2013 Reading List

I was fortunate to read some great books in 2013. From time to time, I am asked what I’ve been reading. For those of you that are interested (and for my sake!) below is a list of the books I read in 2013.

Mostly everything was business focused. In 2014, I’d like to expand my non-fiction and read more – a lot more. My blogging hero, Shane Parrish, has read 16 books in December alone! (note: please check out Shane’s blog!)

I was able to make it through 18 this year (with read a few of those on the list twice). In 2014, I have the goal of reading 26 books – 1 every 2 weeks.

Thanks for checking out my blog in 2013. Happy New Year!

 

Books listed in the order read.

1. To Sell Is Human: The Surprising Truth About Moving Others – Daniel Pink

2. What I Wish I Knew When I Was 20: A Crash Course on Making Your Place in the World – Tina Seelig

3. Playing to Win: How Strategy Really Works – Roger Martin and AG Lafley

4. The Meaning of Marriage: Facing the Complexities of Commitment with the Wisdom of God – Timothy Keller

5. Shepherding a Child’s Heart – Tedd Tripp

6. Understanding Michael Porter: The Essential Guide to Competition and Strategy – Joan Magretta

7. Change by Design: How Design Thinking Transforms Organizations and Inspires Innovation – Tim Brown

8. The Power of Habit: Why We Do What We Do in Life and Business – Charles Duhigg

9. The Icarus Deception: How High Will You Fly? – Seth Godin

10. The Lean Startup: How Today’s Entrepreneurs Use Continuous Innovation to Create Radically Successful Businesses – Eric Ries

11. The Toyota Way to Lean Leadership: Achieving and Sustaining Excellence through Leadership Development – Jeffrey Liker and Gary L. Convis

12. Wired to Care: How Companies Prosper When They Create Widespread Empathy – Dev Patnaik

13. Getting Things Done: The Art of Stress-Free Productivity – David Allen

14. David and Goliath: Underdogs, Misfits, and the Art of Battling Giants – Malcolm Gladwell

15. The Everything Store: Jeff Bezos and the Age of Amazon – Brad Stone

16. Creative Confidence: Unleashing the Creative Potential Within Us All – Tom Kelley and David Kelley

17. Switch: How to Change Things When Change Is Hard – Chip and Dan Heath

18. Made to Stick: Why Some Ideas Survive and Others Die – Chip and Dan Heath

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Lower the bar

Source: sportxcel.org

I am reading yet another fabulous book and I can’t help myself from sharing. Switch, by Chip and Dan Heath, helps us understand how to create change when change is really hard.

Have you ever said to yourself, “why won’t he change?” or “why won’t they change?” Or have you attempted to create change with your team, with a group at work, in your marriage, or with you children and come away frustrated? If so, you should read Switch. (aside: this book has inspired me to teach a change seminar at work for my team and others that are interested. I will share the results with my readers)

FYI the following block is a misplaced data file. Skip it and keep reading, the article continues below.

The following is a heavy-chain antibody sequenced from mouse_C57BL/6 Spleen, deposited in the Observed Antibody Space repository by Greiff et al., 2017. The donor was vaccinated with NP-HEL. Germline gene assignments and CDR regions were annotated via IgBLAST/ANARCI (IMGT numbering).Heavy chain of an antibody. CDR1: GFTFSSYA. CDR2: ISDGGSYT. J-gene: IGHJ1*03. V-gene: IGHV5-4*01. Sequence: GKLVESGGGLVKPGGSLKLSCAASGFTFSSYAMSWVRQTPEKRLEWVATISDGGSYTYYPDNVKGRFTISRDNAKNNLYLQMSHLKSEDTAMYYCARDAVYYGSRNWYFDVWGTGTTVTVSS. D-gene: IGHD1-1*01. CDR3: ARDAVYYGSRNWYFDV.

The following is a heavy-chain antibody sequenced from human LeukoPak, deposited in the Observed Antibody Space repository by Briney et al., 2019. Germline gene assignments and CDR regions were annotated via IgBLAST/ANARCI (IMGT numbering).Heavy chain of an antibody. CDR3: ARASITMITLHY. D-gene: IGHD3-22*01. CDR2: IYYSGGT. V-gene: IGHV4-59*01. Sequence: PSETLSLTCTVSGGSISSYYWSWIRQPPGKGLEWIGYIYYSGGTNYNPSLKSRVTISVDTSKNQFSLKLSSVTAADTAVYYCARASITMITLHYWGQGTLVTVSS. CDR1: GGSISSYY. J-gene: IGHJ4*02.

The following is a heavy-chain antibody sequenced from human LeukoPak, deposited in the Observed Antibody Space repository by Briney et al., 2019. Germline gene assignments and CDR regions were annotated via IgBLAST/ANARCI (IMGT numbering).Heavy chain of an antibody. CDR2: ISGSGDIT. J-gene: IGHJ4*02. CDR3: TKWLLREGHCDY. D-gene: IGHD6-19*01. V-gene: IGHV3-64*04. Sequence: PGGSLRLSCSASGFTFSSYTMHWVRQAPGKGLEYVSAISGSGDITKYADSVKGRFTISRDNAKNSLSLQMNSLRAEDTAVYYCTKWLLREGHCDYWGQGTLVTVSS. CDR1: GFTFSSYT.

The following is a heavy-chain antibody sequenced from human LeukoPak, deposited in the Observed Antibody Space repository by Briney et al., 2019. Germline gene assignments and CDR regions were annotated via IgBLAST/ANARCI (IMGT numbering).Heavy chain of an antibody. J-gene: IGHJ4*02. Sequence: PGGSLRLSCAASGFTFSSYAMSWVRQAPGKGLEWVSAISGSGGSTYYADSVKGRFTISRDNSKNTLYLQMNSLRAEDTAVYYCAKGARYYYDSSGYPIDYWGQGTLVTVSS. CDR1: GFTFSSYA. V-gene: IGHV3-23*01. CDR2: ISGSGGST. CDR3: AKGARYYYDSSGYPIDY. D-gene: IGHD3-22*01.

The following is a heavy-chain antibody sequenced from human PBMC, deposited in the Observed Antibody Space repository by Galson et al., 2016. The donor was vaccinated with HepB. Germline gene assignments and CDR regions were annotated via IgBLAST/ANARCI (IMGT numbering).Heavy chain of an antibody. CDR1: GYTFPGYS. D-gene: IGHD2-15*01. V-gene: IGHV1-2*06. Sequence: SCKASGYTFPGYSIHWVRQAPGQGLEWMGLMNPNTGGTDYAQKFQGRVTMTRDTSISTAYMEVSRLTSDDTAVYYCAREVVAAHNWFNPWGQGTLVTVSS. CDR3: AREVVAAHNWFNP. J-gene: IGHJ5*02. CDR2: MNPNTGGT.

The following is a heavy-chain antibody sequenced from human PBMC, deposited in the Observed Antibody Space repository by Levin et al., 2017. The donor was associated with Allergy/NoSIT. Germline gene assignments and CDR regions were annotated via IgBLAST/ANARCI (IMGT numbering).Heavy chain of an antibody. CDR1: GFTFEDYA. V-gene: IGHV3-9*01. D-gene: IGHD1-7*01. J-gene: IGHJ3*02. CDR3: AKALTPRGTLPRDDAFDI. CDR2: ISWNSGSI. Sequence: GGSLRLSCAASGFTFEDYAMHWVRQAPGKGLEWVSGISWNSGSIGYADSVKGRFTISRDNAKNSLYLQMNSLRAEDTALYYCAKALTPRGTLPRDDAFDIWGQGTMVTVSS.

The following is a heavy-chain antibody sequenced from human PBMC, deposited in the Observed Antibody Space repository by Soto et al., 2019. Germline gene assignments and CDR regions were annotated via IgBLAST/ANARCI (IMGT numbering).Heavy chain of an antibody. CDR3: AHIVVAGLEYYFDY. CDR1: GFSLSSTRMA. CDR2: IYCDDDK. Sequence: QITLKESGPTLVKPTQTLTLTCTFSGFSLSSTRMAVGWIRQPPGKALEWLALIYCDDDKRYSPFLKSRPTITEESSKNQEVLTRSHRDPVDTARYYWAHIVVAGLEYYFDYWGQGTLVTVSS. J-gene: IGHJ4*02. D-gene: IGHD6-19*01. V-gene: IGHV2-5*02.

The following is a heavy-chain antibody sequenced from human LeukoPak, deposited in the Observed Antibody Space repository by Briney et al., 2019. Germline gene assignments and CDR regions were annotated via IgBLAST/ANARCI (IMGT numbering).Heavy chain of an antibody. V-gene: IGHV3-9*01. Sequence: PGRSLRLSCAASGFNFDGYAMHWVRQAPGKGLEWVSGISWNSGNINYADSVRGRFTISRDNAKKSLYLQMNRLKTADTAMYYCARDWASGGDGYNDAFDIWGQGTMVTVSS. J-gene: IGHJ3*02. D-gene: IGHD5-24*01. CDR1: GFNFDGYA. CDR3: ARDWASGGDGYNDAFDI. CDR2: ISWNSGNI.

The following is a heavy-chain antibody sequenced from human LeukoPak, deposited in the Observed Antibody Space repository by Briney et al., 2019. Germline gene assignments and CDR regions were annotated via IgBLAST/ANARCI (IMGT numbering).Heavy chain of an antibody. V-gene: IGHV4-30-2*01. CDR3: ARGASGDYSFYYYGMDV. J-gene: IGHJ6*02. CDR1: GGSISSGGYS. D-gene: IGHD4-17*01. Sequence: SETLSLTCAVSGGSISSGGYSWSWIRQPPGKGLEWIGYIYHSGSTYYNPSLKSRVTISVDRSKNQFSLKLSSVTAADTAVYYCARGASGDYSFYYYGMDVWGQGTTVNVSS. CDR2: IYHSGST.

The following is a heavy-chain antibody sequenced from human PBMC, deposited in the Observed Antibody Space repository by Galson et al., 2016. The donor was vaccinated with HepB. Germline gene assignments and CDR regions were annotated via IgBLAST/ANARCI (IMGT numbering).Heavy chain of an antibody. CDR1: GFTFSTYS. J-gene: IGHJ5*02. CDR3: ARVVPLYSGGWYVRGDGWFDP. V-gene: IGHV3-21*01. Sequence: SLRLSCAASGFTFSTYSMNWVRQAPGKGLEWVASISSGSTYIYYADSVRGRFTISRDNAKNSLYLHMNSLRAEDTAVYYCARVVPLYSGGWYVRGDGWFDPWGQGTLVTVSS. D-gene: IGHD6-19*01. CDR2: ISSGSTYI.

Chip and Dan lay out a straightforward framework for creating change. It’s so easy, you could create a checklist or guide to outline what you want to change. (If one doesn’t already exist somewhere on the internet).

One item I want to share with you from the book is the idea of “lowering the bar.” We often approach change thinking that a radical shift is what will motivate people (including ourselves). In the business world, managers are fond of mentioning things like “burning platforms” and “burning the ships.” I’ll admit that I’ve used this tactic before to try and motivate people.

Take the burning platform – this comes from the story of an oil rig explosion that happened in the mid 80s. The rig caught fire and those who survived the explosion where forced to chose between staying on the rig and burning to death, or jumping to an almost certain death in the ocean (which was also on fire) 150ft below. The term “burning platform” is used often, but it’s not a great analogy.

First, why is our platform on fire? As the typical worker sits in her cube, telling her that the platform is on fire won’t go very far. She doesn’t smell smoke. This doesn’t motivate change.

Second, who wants to take a plunge into a fiery ocean? Can we provide a slightly better alternative to 150ft jump to an almost certain death? Again, you will not get people lining up to jump from your burning platform.

Now, I’m not saying that there are not real burning platforms out there. Blockbuster was a burning platform. Kodak was a burning platform. My point is simply, people don’t typically change just because they are forced to do something very hard. Change happens because we want to change and because it is easy.

I was struck by the idea of “lowering the bar.” I often think about making targets aspirational, but study after study shows that giving people a path to the change and showing them clearly where they are going is the way to drive change.

Think about losing twenty pounds. You would begin to think about all the exercise, the cookies you will give up, the salad that you’ll need to eat, etc. What if instead you thought, all I need to do is set out my workout clothes every night, so that I am ready to go in the morning? Or, all I need to do is coordinate with a friend to run tomorrow morning?

You, your team and your company is more like to make a small change. The next time you need to impact change, think about lowering the bar to get change moving.